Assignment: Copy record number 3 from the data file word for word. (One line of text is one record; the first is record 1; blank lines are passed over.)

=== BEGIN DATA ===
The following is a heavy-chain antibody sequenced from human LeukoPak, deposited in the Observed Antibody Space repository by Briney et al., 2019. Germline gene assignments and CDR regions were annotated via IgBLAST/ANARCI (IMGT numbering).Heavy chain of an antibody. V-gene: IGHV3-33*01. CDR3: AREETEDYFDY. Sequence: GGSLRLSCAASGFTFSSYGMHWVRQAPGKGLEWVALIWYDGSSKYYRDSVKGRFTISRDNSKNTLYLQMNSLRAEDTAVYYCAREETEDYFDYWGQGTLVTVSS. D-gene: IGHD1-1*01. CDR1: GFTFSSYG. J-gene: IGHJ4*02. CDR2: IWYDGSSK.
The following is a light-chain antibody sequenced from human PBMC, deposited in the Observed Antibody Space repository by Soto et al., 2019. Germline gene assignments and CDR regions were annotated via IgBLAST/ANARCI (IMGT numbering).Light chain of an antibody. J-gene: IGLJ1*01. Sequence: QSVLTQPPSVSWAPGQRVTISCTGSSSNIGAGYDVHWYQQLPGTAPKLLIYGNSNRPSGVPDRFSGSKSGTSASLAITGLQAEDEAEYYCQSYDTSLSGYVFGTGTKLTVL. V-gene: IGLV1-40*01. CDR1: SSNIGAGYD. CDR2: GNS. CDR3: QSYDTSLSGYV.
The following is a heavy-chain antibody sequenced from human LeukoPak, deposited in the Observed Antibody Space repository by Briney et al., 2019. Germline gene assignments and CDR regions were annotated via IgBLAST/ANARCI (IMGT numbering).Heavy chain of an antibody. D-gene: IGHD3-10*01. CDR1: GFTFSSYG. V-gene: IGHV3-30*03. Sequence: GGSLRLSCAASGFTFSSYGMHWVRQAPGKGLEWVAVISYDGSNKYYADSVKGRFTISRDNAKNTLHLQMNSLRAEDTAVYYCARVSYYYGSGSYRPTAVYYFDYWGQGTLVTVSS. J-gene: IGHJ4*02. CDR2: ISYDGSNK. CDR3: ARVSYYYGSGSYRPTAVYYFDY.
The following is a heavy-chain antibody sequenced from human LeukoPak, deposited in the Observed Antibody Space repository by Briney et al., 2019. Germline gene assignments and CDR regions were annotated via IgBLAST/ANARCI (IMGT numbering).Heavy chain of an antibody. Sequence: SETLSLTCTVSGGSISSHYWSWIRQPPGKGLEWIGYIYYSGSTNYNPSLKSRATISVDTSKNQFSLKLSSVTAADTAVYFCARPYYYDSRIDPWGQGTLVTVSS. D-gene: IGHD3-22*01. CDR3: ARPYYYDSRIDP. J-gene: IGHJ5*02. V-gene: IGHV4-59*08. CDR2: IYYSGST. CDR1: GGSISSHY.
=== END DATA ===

The following is a heavy-chain antibody sequenced from human LeukoPak, deposited in the Observed Antibody Space repository by Briney et al., 2019. Germline gene assignments and CDR regions were annotated via IgBLAST/ANARCI (IMGT numbering).Heavy chain of an antibody. D-gene: IGHD3-10*01. CDR1: GFTFSSYG. V-gene: IGHV3-30*03. Sequence: GGSLRLSCAASGFTFSSYGMHWVRQAPGKGLEWVAVISYDGSNKYYADSVKGRFTISRDNAKNTLHLQMNSLRAEDTAVYYCARVSYYYGSGSYRPTAVYYFDYWGQGTLVTVSS. J-gene: IGHJ4*02. CDR2: ISYDGSNK. CDR3: ARVSYYYGSGSYRPTAVYYFDY.